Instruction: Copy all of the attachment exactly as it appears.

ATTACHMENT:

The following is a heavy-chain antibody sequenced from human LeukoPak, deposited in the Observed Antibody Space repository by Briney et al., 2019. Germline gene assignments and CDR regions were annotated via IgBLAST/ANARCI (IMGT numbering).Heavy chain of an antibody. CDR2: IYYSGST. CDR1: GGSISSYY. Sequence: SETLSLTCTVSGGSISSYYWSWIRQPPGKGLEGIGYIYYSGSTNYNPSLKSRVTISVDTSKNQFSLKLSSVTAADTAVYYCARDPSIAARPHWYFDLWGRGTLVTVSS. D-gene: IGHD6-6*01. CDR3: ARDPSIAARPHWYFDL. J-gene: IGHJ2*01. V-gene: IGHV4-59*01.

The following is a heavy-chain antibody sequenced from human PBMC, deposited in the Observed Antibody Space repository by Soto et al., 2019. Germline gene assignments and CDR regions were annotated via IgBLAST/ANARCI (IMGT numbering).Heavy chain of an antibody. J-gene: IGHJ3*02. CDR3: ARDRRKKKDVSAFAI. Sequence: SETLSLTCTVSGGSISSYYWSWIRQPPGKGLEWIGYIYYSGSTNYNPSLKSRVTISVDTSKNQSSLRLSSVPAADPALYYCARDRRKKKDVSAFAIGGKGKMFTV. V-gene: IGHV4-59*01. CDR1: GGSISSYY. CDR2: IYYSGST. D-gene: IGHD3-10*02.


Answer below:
The following is a heavy-chain antibody sequenced from human LeukoPak, deposited in the Observed Antibody Space repository by Briney et al., 2019. Germline gene assignments and CDR regions were annotated via IgBLAST/ANARCI (IMGT numbering).Heavy chain of an antibody. CDR2: IYYSGST. CDR1: GGSISSYY. Sequence: SETLSLTCTVSGGSISSYYWSWIRQPPGKGLEGIGYIYYSGSTNYNPSLKSRVTISVDTSKNQFSLKLSSVTAADTAVYYCARDPSIAARPHWYFDLWGRGTLVTVSS. D-gene: IGHD6-6*01. CDR3: ARDPSIAARPHWYFDL. J-gene: IGHJ2*01. V-gene: IGHV4-59*01.

The following is a heavy-chain antibody sequenced from human PBMC, deposited in the Observed Antibody Space repository by Soto et al., 2019. Germline gene assignments and CDR regions were annotated via IgBLAST/ANARCI (IMGT numbering).Heavy chain of an antibody. J-gene: IGHJ3*02. CDR3: ARDRRKKKDVSAFAI. Sequence: SETLSLTCTVSGGSISSYYWSWIRQPPGKGLEWIGYIYYSGSTNYNPSLKSRVTISVDTSKNQSSLRLSSVPAADPALYYCARDRRKKKDVSAFAIGGKGKMFTV. V-gene: IGHV4-59*01. CDR1: GGSISSYY. CDR2: IYYSGST. D-gene: IGHD3-10*02.